For 1987 and later years (1995 and later for data on the race/ethnicity of degree recipients), however, WebCASPAR categorizes earned degrees according to the more detailed Classification of Instructional Programs (CIP). The CIP was first developed by NCES in 1980 as a way of accounting for the tremendous variety of degree programs offered by American institutions of higher learning and has been revised three times since its introduction, most recently in 2009 (this version is referred to as “CIP 2010”). The CIP has also been adopted by Statistics Canada as its standard disciplinary classification system. An analysis of completions using CIP permits the HI to include earned degrees in a substantially greater number of the disciplines considered by the HI to be part of the humanities field.

With CIP-coded data academic disciplines such as comparative religion can be separated from vocational programs such as theology and thus can be included in the humanities degree tally. Additionally, when using CIP-coded data, the HI can include degrees in such disciplines as archeology, women’s studies, gay and lesbian studies, and Holocaust studies in its counts of humanities degrees from 1987 onward.1 For an inventory of the CIP disciplinary categories included by the HI under the field heading of “humanities” (as well as those categories of the NSF-developed taxonomy of academic disciplines that are the basis of the HI’s tabulations of 1) degrees in nonhumanities fields and 2) certain tabulations of humanities degrees for years 1966–1986), see the NSF and CIP Discipline Code Catalog. This catalog also indicates which degree programs the HI includes within specific humanities disciplines (e.g., for the purposes of the HI, English degrees include those classified under CIP as being in “English Language and Literature,” “American Literature,” and “Creative Writing,” among others).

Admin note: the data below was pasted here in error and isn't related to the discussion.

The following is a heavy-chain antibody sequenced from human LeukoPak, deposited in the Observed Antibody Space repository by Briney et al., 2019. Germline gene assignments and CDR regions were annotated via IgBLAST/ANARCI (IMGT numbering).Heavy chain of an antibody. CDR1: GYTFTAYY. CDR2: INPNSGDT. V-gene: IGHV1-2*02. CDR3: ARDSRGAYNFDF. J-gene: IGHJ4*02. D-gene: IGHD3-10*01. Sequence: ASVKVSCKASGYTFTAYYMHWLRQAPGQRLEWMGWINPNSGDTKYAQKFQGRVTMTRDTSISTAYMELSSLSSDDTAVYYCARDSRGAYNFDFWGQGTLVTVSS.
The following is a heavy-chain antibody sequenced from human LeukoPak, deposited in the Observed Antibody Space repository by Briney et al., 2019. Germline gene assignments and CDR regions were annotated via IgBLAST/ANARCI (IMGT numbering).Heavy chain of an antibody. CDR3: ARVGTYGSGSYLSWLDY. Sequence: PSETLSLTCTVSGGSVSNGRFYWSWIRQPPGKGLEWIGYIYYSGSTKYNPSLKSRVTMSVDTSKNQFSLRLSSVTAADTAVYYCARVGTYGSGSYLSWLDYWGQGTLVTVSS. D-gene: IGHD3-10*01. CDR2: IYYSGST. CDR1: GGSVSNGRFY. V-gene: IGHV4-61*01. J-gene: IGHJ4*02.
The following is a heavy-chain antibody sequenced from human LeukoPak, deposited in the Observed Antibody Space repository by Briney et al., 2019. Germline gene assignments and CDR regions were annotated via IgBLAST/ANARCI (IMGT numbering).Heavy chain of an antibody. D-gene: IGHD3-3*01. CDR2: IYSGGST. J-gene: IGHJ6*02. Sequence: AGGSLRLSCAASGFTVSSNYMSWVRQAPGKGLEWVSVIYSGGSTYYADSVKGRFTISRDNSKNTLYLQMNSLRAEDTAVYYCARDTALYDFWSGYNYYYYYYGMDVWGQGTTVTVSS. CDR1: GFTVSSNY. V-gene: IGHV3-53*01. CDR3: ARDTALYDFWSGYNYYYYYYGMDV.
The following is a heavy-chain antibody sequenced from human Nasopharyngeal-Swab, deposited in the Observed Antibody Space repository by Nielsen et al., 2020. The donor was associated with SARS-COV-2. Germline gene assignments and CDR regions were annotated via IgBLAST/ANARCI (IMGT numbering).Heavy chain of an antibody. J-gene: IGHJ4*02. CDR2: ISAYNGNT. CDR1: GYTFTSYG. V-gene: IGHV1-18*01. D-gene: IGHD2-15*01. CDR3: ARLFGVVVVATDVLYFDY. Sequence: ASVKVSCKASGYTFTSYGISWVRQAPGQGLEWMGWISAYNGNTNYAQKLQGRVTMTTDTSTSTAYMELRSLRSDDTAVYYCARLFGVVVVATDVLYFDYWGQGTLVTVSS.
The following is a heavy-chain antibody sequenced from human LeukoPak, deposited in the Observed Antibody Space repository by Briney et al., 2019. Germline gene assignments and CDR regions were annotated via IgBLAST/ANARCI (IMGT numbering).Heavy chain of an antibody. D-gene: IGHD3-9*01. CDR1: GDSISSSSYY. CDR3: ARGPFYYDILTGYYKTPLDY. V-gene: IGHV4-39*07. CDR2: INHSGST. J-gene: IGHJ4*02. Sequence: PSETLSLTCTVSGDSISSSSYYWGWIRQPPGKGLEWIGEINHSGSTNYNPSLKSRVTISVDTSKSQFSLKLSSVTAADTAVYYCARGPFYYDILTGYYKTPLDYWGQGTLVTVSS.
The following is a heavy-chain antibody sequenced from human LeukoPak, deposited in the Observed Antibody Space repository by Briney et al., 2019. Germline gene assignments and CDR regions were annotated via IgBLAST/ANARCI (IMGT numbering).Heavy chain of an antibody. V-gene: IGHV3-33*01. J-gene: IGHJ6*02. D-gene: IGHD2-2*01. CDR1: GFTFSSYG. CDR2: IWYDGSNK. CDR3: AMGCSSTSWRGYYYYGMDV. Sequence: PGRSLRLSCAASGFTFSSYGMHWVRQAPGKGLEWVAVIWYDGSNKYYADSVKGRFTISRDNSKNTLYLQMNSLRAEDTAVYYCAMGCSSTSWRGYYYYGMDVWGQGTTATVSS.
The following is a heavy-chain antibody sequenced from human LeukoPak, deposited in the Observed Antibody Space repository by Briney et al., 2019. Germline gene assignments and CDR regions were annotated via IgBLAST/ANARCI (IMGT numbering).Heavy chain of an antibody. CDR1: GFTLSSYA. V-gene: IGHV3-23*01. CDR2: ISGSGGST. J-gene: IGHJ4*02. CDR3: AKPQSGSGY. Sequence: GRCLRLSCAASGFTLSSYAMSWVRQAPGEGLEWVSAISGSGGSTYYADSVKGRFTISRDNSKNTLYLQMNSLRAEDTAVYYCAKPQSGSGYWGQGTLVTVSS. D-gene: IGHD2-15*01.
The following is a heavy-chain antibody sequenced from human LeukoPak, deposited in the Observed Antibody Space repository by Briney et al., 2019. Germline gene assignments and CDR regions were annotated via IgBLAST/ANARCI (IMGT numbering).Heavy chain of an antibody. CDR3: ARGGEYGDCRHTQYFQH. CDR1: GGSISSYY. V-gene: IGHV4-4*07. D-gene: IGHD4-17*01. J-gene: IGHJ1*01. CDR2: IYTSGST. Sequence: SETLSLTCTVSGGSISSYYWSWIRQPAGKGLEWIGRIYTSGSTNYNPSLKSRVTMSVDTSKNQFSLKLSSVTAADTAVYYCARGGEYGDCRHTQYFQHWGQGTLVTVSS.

In the case of several of the degree-related indicators, the humanities are compared to certain other fields such as the sciences and engineering. The nature of these fields is specified in the Statement on the Scope of the “Humanities” for Purposes of the Humanities Indicators. These broad fields do not encompass all postsecondary programs. Therefore, where fields are being compared in terms of their respective shares of all degrees, the percentages will not add up to 100%. Also, none of the graphs showing change over time in the share of degrees awarded to members of traditionally underrepresented ethnic/minority groups includes a data point for the academic year 1999, because the NCES did not release such data for that year.

The bachelor’s degree counts presented in Figures II-1a and II-1b do not include “second majors,” because NCES began collecting data about these degrees only in 2001. The HI deals separately with the issue of second majors in Figure II-1c (“Humanities Bachelor’s Degrees Earned as ‘Second Majors,’ 2001–2010”).

Data on the number of students completing minors are not collected as part of IPEDS, but such information was compiled for selected humanities disciplines as part of the American Academy of Arts and Sciences–sponsored Humanities Departmental Survey (HDS; see the HDS final report, page 8, Table 12).


Note

1 For those indicators reporting only degree data for years 1987 and onward (1995 and onward for the charts and tables describing the proportions of all degrees received by members of traditionally underrepresented racial/ethnic minority groups), CIP-coded data are always the basis of the humanities degree counts presented.